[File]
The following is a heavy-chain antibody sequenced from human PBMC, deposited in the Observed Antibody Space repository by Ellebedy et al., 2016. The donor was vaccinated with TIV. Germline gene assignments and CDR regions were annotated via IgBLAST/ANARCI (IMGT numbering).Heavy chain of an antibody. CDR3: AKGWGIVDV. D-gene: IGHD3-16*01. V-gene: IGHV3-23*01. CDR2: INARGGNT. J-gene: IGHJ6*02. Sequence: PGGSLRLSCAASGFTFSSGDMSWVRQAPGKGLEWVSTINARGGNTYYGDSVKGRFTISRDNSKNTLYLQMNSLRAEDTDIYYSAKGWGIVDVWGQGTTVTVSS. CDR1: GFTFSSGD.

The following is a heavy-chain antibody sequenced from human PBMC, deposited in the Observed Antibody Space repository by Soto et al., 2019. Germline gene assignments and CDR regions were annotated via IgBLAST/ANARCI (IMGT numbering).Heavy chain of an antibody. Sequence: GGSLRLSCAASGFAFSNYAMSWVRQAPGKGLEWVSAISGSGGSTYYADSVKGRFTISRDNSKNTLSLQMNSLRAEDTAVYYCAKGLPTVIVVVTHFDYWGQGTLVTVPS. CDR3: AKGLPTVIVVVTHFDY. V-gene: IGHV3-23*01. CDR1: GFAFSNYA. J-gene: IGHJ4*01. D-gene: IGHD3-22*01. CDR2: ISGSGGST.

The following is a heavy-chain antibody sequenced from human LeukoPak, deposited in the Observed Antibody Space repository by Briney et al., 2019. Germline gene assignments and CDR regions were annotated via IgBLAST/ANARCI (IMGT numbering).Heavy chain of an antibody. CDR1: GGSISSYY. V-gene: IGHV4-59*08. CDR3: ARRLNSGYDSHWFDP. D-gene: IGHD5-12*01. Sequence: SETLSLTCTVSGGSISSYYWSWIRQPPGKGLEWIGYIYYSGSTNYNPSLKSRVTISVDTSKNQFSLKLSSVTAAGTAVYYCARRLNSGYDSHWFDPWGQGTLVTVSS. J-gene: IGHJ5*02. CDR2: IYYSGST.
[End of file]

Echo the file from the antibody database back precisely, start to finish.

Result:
The following is a heavy-chain antibody sequenced from human PBMC, deposited in the Observed Antibody Space repository by Ellebedy et al., 2016. The donor was vaccinated with TIV. Germline gene assignments and CDR regions were annotated via IgBLAST/ANARCI (IMGT numbering).Heavy chain of an antibody. CDR3: AKGWGIVDV. D-gene: IGHD3-16*01. V-gene: IGHV3-23*01. CDR2: INARGGNT. J-gene: IGHJ6*02. Sequence: PGGSLRLSCAASGFTFSSGDMSWVRQAPGKGLEWVSTINARGGNTYYGDSVKGRFTISRDNSKNTLYLQMNSLRAEDTDIYYSAKGWGIVDVWGQGTTVTVSS. CDR1: GFTFSSGD.

The following is a heavy-chain antibody sequenced from human PBMC, deposited in the Observed Antibody Space repository by Soto et al., 2019. Germline gene assignments and CDR regions were annotated via IgBLAST/ANARCI (IMGT numbering).Heavy chain of an antibody. Sequence: GGSLRLSCAASGFAFSNYAMSWVRQAPGKGLEWVSAISGSGGSTYYADSVKGRFTISRDNSKNTLSLQMNSLRAEDTAVYYCAKGLPTVIVVVTHFDYWGQGTLVTVPS. CDR3: AKGLPTVIVVVTHFDY. V-gene: IGHV3-23*01. CDR1: GFAFSNYA. J-gene: IGHJ4*01. D-gene: IGHD3-22*01. CDR2: ISGSGGST.

The following is a heavy-chain antibody sequenced from human LeukoPak, deposited in the Observed Antibody Space repository by Briney et al., 2019. Germline gene assignments and CDR regions were annotated via IgBLAST/ANARCI (IMGT numbering).Heavy chain of an antibody. CDR1: GGSISSYY. V-gene: IGHV4-59*08. CDR3: ARRLNSGYDSHWFDP. D-gene: IGHD5-12*01. Sequence: SETLSLTCTVSGGSISSYYWSWIRQPPGKGLEWIGYIYYSGSTNYNPSLKSRVTISVDTSKNQFSLKLSSVTAAGTAVYYCARRLNSGYDSHWFDPWGQGTLVTVSS. J-gene: IGHJ5*02. CDR2: IYYSGST.